Regretfully, Nigeria at 57 still remains a country of nations brought together by the fiat of the European Nations in Berlin in 1885. This is in spite of the efforts made by our founding fathers who met several times in Lacanster House, London and agreed on a constitution, that  would not only unite the country but would have moulded the country into a nation. As far back as 2002, I delivered a keynote address in Porthacourt where I emphasised the need for the restructuring of the Country and urged the leaders to a revisit of the constitution foisted on us by the military. I am happy that many Nigerians from all parts of the country are keying into this burning issue.

Therefore, as we celebrate our independence from the colonial masters, 57years ago, we should pray that those in power would seriously consider the problems afflicting the country since 1966 when the military abrogated the 1963 constitution and embark on restructuring exercise.

I believe that Nigeria should not break-up. We have a lot to gain by becoming a strong nation. We urgently need a constitution that would allow each region to develop at its own pace, leaving such matters as defence, currency and foreign affairs to the centre. Certainly agriculture and education are matters for the regions.

In the last few months, we are witnesses to JAMB declaration that candidates who score only 120/400 are qualified to be admitted into universities. As laughable as that is to me and many Nigerians, there are a few people who jumped at it.

Generally, Nigerians believe that too much money is being spent on legislation and the running of legislative houses. I stand on my earlier position that we should return to parliamentary system of government between 1960 and 1966 where officials legislators only sitting allowances. A parliamentary system of government is cheaper to run. It will checkmate the scandalously and damnably high cost of government for which Nigeria has earned notorious and unenviable accolades of being the most expensive democracy in the world.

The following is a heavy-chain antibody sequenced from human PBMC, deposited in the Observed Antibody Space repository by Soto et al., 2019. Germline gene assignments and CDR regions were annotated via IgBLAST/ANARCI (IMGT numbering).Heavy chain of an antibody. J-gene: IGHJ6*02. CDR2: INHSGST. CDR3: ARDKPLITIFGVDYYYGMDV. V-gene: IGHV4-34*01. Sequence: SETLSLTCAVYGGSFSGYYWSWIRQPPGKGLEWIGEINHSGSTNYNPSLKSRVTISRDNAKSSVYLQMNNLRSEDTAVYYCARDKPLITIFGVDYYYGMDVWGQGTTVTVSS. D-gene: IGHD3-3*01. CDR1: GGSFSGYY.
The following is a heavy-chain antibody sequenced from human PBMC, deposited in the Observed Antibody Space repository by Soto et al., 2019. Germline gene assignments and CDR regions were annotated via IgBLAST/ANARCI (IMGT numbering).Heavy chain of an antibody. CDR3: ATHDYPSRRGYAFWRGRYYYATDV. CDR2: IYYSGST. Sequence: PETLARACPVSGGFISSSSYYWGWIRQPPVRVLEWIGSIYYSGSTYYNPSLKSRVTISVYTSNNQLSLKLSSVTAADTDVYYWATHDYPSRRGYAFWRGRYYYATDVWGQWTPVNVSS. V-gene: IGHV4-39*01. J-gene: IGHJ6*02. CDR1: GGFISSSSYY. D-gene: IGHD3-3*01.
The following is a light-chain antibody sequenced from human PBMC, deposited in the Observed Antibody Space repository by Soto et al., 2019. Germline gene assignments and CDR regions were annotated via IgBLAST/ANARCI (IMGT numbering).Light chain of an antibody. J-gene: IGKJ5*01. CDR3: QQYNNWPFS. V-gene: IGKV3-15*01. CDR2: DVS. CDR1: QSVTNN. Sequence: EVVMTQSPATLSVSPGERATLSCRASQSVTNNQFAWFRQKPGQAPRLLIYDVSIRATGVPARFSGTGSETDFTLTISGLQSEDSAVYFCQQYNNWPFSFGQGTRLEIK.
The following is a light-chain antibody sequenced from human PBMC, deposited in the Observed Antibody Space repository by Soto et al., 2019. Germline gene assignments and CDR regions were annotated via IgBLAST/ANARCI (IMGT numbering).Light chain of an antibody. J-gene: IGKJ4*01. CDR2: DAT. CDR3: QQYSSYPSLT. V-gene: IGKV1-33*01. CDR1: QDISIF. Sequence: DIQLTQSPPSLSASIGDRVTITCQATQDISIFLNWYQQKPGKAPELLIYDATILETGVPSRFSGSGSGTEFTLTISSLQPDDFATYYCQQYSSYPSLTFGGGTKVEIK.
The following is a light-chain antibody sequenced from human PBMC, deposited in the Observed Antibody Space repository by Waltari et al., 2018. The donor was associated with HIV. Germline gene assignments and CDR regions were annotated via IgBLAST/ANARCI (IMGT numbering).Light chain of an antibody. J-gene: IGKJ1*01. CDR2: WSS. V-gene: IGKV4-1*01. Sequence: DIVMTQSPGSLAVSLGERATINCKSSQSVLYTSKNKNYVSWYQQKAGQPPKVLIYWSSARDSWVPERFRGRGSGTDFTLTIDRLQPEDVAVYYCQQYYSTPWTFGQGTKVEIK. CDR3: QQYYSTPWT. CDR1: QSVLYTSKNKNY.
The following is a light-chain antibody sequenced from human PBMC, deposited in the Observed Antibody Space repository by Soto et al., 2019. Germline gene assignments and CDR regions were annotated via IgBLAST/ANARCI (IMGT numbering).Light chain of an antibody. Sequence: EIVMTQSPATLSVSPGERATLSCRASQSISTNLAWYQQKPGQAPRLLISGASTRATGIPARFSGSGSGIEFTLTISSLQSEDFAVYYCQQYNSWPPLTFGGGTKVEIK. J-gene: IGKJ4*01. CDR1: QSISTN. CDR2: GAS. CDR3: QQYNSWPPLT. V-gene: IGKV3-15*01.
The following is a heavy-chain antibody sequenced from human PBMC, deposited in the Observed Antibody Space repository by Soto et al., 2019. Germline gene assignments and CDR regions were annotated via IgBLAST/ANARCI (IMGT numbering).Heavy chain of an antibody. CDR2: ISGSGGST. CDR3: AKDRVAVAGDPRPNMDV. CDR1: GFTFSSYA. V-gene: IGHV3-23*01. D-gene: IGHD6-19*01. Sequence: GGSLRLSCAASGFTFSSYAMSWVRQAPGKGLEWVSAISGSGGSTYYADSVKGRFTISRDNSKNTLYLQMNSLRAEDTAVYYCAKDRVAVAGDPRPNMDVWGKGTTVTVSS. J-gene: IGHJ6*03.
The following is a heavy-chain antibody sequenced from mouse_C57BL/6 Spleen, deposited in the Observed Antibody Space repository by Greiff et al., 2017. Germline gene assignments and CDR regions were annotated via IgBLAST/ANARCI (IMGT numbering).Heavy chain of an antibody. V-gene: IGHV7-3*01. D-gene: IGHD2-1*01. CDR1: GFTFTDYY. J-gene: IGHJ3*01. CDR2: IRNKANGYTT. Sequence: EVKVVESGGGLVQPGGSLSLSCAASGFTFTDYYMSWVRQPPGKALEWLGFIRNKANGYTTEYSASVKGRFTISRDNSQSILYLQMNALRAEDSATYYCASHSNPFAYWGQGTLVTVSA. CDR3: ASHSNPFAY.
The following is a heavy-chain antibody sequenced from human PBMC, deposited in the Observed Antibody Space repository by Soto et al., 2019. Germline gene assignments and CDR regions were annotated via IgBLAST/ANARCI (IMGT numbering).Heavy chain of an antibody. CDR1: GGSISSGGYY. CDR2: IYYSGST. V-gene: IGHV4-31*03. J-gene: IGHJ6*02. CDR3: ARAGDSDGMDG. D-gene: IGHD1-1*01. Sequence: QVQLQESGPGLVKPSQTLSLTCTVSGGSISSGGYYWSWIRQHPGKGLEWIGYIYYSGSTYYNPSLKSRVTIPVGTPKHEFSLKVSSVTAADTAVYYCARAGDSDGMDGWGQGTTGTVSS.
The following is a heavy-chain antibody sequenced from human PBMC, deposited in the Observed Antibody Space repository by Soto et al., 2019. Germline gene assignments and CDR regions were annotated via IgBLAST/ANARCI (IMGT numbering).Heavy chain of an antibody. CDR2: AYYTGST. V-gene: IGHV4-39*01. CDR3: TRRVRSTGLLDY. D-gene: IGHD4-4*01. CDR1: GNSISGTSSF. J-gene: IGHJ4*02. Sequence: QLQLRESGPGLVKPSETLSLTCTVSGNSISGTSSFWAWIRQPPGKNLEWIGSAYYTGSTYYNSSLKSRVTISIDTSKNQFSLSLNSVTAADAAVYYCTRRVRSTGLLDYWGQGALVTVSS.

As a student of history, I have found that nations have fought against nations, tribes against tribes as a result of which millions of people died and properties worth billions of Naira destroyed. The recent cases of Sierra Leone, Rwanda, Burundi and even Congo as well as Biafra are fresh in our collective memory.

But at the end of this incalculable and immeasurable wanton destruction of lives and property, the disputes that led to such ghastly wastage were often settled amicably at a round table after so much irretrievable losses. We must pray and ensure, by our words and deeds, that things do not degenerate to that level in our country. We must deliberately elect to jaw-jaw instead of war-war.

It is my considered view that before we attain 60years as a country, the government should invite papers from stakeholders and constitute a Sovereign National Conference the decision of which shall not be subject to amendment by anybody or group of people who would not allow a people constitution to become a reality as it would affect their pecuniary interest.

I urge us all to celebrate the birth of country Nigeria in 1960 and pray for a peoples constitution through a Sovereign National Conference and a referendum and the restoration of 1963 Constitution.

• Babalola, OFR, CON, SAN, LL.D, D.Litt, FNIALS, FCIArb, FNSE, is founder, Afe Babalola University.